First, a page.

Lady Colin Campbell by Giovanni Boldini (NPG 1630)
Gertrude Elizabeth (née Blood), Lady Colin Campbell
by Giovanni Boldini
The Gallery faced a delicate challenge when this portrait was bequeathed to them in 1911. Lady Colin Campbell had gained notoriety in high society with a scandalous divorce case in 1886. Although she later had a successful career in the world of editorial magazine publishing and authored a number of books, there were concerns for the Gallery. Was she famous enough? What she too scandalous as a public figure? On the other hand, would it be wrong to turn down such a brilliant portrait?
In 1911, Boldini was considered the John Singer Sargent of Parisian society, and correspondence from the then-director of the Gallery, CJ Holmes, to Mr Niemeyer of HM Treasury, provides a counter for each objection. Firstly, that of fame: “the painting [...] is remembered as a remarkable portrait of one of the cleverest and most beautiful women of her age”. Secondly, the appropriateness of a woman of scandalous reputation in the Gallery’s collection: “The famous beauties of earlier times already [...] in the National Portrait Gallery supplement the portraits of famous men by illustrating the social aspect of each age and (apart from their attractiveness to the public) so completes the historical timeline which the gallery is intended to present.” Thirdly, and perhaps most significantly, Holmes noted that to acquire a work of such brilliance was no longer an easy task: “these portraits are now so eagerly sought after that they have become too expensive for the purchase out of public funds and any chance of acquiring them by gift has to be seized.”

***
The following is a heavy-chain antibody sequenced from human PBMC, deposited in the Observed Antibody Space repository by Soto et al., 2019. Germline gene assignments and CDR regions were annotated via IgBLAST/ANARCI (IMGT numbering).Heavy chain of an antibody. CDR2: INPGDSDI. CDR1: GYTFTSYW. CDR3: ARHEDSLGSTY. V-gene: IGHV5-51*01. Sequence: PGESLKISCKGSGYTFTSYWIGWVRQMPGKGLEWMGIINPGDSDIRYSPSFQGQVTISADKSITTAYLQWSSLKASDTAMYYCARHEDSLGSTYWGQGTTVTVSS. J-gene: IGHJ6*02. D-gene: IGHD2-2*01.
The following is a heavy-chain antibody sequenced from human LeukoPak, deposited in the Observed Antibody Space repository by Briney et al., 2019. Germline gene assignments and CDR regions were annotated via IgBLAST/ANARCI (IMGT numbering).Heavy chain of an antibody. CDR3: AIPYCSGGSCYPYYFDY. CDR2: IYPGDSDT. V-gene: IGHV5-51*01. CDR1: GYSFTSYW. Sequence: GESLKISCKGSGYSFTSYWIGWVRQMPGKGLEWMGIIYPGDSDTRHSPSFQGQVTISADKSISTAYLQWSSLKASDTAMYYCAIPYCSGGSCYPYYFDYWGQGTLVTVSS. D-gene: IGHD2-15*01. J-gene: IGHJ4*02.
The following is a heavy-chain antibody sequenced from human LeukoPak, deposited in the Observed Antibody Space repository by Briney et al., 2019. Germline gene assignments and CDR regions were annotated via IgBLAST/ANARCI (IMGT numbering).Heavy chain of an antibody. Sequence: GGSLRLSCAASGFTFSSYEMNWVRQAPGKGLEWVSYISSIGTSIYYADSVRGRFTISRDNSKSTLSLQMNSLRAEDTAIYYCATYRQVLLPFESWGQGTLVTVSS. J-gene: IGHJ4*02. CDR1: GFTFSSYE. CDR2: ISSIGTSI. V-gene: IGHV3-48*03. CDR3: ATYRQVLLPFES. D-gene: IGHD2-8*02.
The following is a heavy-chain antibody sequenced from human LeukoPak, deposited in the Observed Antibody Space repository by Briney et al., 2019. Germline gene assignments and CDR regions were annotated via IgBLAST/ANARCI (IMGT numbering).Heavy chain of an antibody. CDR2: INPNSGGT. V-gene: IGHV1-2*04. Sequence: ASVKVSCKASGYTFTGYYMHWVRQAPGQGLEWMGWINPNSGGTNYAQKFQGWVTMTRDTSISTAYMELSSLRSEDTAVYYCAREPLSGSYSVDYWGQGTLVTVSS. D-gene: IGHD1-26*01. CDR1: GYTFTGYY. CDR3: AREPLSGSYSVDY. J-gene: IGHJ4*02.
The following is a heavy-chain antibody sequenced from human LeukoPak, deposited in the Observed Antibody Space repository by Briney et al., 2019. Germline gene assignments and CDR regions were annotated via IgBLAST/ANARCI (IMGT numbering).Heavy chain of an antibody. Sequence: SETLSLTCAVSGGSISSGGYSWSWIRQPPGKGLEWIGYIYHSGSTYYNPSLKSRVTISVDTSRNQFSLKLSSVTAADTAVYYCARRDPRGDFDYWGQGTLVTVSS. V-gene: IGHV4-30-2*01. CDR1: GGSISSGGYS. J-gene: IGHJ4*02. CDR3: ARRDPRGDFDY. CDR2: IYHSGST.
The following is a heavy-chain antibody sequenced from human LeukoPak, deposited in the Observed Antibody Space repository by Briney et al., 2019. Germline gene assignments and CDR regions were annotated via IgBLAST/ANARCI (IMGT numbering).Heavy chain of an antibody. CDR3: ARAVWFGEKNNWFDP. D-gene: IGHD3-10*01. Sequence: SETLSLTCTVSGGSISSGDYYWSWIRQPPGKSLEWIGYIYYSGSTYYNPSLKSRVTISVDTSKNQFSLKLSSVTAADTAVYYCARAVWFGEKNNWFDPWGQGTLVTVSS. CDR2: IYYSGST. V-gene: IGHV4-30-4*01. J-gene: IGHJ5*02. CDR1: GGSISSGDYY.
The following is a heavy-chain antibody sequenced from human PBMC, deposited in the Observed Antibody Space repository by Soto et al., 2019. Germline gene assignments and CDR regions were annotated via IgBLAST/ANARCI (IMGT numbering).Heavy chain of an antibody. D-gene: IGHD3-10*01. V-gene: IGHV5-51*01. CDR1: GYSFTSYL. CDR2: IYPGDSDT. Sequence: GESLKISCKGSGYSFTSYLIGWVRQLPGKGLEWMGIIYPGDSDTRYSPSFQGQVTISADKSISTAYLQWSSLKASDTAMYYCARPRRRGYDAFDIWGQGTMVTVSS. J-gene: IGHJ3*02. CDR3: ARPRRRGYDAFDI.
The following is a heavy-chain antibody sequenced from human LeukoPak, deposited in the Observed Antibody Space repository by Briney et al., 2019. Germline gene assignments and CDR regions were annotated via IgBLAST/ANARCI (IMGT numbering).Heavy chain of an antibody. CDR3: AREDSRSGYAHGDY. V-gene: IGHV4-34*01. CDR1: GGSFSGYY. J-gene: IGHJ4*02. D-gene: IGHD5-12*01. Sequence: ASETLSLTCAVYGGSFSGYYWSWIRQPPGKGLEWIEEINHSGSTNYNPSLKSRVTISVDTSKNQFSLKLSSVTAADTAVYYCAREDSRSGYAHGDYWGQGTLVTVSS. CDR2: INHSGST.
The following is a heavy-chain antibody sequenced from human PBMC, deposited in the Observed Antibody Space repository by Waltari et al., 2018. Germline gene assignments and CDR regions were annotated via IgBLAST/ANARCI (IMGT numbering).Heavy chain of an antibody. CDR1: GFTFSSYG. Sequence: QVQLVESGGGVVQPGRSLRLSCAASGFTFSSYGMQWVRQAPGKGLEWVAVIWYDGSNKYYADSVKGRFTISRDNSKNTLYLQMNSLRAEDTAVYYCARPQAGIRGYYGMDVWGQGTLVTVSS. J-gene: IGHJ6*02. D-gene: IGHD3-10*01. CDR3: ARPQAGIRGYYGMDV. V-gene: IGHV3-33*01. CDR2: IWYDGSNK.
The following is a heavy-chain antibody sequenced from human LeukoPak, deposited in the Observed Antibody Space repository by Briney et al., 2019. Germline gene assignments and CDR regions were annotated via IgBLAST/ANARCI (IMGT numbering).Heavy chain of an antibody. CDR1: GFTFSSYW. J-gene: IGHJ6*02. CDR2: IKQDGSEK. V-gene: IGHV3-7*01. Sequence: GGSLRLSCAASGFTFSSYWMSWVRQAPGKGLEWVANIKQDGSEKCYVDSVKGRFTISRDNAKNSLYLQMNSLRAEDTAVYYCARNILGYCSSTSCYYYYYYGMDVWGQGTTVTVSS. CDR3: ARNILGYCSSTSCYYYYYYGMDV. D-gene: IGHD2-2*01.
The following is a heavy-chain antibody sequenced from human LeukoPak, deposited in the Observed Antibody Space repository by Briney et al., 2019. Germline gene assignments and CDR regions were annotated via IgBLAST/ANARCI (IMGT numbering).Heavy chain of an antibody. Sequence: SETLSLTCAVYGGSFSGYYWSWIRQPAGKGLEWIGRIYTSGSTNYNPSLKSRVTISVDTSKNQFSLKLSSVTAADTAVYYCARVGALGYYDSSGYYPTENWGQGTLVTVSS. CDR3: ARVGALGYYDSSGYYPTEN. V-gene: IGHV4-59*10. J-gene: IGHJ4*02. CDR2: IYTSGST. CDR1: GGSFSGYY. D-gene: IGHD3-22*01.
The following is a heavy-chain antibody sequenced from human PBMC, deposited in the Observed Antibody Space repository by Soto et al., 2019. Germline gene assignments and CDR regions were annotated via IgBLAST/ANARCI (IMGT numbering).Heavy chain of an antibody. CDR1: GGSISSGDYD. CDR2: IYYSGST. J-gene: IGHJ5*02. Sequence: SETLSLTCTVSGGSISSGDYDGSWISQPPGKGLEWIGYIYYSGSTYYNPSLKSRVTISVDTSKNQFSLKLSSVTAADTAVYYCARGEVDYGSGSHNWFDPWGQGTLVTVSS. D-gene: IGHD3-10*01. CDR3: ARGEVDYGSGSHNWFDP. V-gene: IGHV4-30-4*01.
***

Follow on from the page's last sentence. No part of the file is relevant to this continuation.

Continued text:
However, there was an added complication to acquiring the portrait, in the form of the Gallery’s Ten Year Rule, which meant that a portrait could only be acquired ten years after the sitter’s death. Campbell’s portrait could not be accepted just in the same year as the sitter’s death, but the conditions under which it had been offered stated that if not accepted immediately, it would be offered to someone else. The Gallery turned to its neighbour, the National Gallery, for help, who were persuaded to display the painting for ten years. The reaction was instant. An article in the Daily Telegraph on 16 May 1912 tells of the “public dissatisfaction” at the Gallery’s acquisition of, and the National Gallery’s subsequent display of, the portrait. The dispute even made it to Parliament, with the Secretary of the Treasury urged to have the picture removed to the Victoria and Albert Museum, or “some equally suitable place of exhibition”. Despite the outcry, Boldini’s portrait is very popular with today’s audiences and is regularly subject to loan requests from institutions around the world. As CJ Holmes sagely noted, “Time alone can decide the final importance of such acquisitions.”
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